SANTA FE – One Carson National Forest employee has been called a Nazi, former Gov. Gary Johnson is on the warpath and there have been numerous other complaints because of a drug sweep by Forest Service agents at Taos Ski Valley last week.
In short, the agency is catching some serious grief for an operation in which four agents with a drug dog issued several citations and confiscated “possession amounts” of marijuana in a “saturation patrol” that included the ski valley parking area and nearby roads.
And the Forest Service is doing some serious backpedaling.
We’ve had “many, many complaints,” said Kathy DeLucas, a Carson National Forest spokeswoman.
She said her office had no prior knowledge of the Feb. 22 operation and that the impetus for the sweep came from Forest Service law enforcement in Albuquerque. The ski valley operates on Carson National Forest lands.
Robin Poague of the Albuquerque office and special agent in charge for Forest Service’s Southwestern Region said he’s “not sure who actually made the decision” to conduct the drug sweep. That individual may be away on a training assignment, he said.
“I don’t agree with the tone that was set by the officers there,” said Poague.
Asked what he meant, he said, “I think there were too many officers up there. … We are taking a look at it and the unintended consequences of public perception.”
Poague described the operation as a “saturation patrol” and it was his understanding that, prior to the raid, “they had some issues up there,” apparently some sort of altercation.
“I am definitely conducting an inquiry as to what happened up there,” he added. He said he’s aware of the number of complaints to the Taos office “and that’s led to my concern.”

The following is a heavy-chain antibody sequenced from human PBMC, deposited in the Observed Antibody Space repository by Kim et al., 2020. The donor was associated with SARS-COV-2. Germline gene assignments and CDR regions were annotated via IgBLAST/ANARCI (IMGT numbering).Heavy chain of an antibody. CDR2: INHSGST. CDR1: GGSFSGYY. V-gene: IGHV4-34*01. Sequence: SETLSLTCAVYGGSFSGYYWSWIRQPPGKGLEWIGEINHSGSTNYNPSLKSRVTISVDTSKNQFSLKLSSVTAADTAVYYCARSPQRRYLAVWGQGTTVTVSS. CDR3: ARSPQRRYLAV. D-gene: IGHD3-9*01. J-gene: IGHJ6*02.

“Our goal is that people have a safe experience on Forest Service land,” said Poague.
Ski valley marketing director and vice-president Chris Stagg said he didn’t witness the officers in action but employees and guests complained to him and other ski valley officials.
“They didn’t show respect to people,” said Stagg. “Clearly, I thought the officers, their demeanor was rude and out of line.”
One consequence of all this, according to DeLucas, was that a Taos employee of the national forest “went into the grocery store in her Forest Service uniform and was called a Nazi. So it’s affecting all of us.”
Apparently, “there was a cancer fundraising event and youth event” going on at the ski valley when the officers and their dog made their appearance on a Saturday, she said.
“A father who had his 11-year-old daughter with him there said ‘Skiing is supposed to be fun,’ but he was subjected to this,” DeLucas added. She said she’s forwarding complaints to Poague.
Johnson: ‘Police state’
Former Gov. Johnson, who lives at Taos Ski Valley, said he was outraged.
He was on the ski hill the day of the drug sweep but didn’t see what happened when the officers showed up.
“This is a police state,” said Johnson, a former Libertarian Party candidate for president and advocate for drug legalization. “These are jackbooted thugs.”
He wanted to know “who is ordering this and why?”
Johnson said he got first-hand accounts of the raid from a dozen people. He was told the officers had to muzzle their “dog because this dog even bit one of its handlers. This dog was in the face of young children.”
Poague said the dog was a “drug and protection dog,” and it sniffed vehicles for drugs and did not sniff people.
Five pot tickets
The Forest Service officers issued five violation notices for marijuana possession, one for illegal possession of prescription drugs and others for traffic or vehicle equipment violations. There also were verbal warnings for things like cracked windshields, said Poague. No “traffickable amounts” of pot were found, he said.
Stagg said the Forest Service raid had stirred up bad feelings similar to those stoked by a State Police drug task force roadblock at the ski valley in the 1990s. Skiers and visitors on their way to the valley on NM 150 were subjected to drug dog searches.
That event was condemned by the then chief of the New Mexico Tourism Department, the late Michael Cerletti. A travel writer from the East who got caught up in the roadblock alleged that he was intimidated into making “a contribution” to a local crime fighting group.
Current tourism secretary Monique Jacobson, who is originally from Taos, could not be reached for comment Friday afternoon.